Actors, Singers and Musical Personalities ~ Henry Rowley Bishop ~ 1786 - 1855

1. Bishop

Henry Rowley Bishop 1786 - 1855

1.     Sir Henry Rowley Bishop 1786 - 1855, 1813, attributed to Isaac Pocock 1782-1835,  oil on canvas,  762 mm x 635 mm.  Collection of National Portrait Gallery, London.  Given by Mrs C.H. Smith, 1869  [This Image in the Public Domain]

Sir Henry Rowley Bishop (1786 — 1855) was an English composer. He is most famous for the songs 'Home! Sweet Home!' and 'Lo, Hear the Gentle Lark'. He was the composer or arranger of some 120 dramatic works, including 80 operas, light operas, cantatas, and ballets.   Knighted in 1842, he was the first musician to be so honoured.

Bishop's 'operas' were written in a style and format that satisfied the audiences of his day. They have more in common with the earlier, native English ballad opera genre, or with modern musicals, than the classical opera of continental Europe. His first operatic score, The Circassian's Bride (1809), had one performance at Drury Lane — then the theatre burned down and the score was lost.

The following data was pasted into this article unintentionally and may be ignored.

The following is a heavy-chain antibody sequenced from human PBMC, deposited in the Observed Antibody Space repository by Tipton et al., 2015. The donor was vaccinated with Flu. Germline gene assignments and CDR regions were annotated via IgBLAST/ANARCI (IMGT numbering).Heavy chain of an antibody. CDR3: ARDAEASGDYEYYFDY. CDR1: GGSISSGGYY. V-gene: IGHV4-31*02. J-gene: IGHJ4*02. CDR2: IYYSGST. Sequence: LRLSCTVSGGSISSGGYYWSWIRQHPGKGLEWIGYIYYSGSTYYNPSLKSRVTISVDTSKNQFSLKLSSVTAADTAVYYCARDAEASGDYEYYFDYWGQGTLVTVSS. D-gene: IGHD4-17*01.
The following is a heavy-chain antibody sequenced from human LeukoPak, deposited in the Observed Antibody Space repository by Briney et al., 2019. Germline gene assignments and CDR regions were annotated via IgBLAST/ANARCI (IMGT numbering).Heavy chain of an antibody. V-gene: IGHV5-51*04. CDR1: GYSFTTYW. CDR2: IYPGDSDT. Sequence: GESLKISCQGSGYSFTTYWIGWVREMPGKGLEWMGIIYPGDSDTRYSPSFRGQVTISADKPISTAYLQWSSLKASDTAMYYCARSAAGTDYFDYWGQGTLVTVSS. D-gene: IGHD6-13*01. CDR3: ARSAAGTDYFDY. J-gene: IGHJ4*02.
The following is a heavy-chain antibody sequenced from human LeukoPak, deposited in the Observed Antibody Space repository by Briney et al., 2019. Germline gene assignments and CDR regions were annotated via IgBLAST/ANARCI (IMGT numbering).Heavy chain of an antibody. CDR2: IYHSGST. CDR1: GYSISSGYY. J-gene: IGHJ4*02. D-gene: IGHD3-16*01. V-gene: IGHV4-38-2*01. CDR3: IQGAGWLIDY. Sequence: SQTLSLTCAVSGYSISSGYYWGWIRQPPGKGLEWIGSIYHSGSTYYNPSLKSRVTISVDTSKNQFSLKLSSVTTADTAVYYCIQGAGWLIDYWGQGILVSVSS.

In the years between 1816 and 1828, Bishop composed the music for a series of Shakespearean operas staged by Frederic Reynolds. But these, and the numerous works, operas, burlettas, cantatas and, incidental music which he wrote are mostly forgotten.

His most successful pieces were The Virgin of the Sun (1812), The Miller and his Men (1813), Guy Mannering (1816), and Clari, or the Maid of Milan. The latter's libretto and lyrics were written by the American John Howard Payne, whose poem and song Home! Sweet Home! (1823) became wildly popular. In 1852 Bishop 'relaunched' the song as a parlour ballad. It was popular in the United States throughout the American Civil War and after.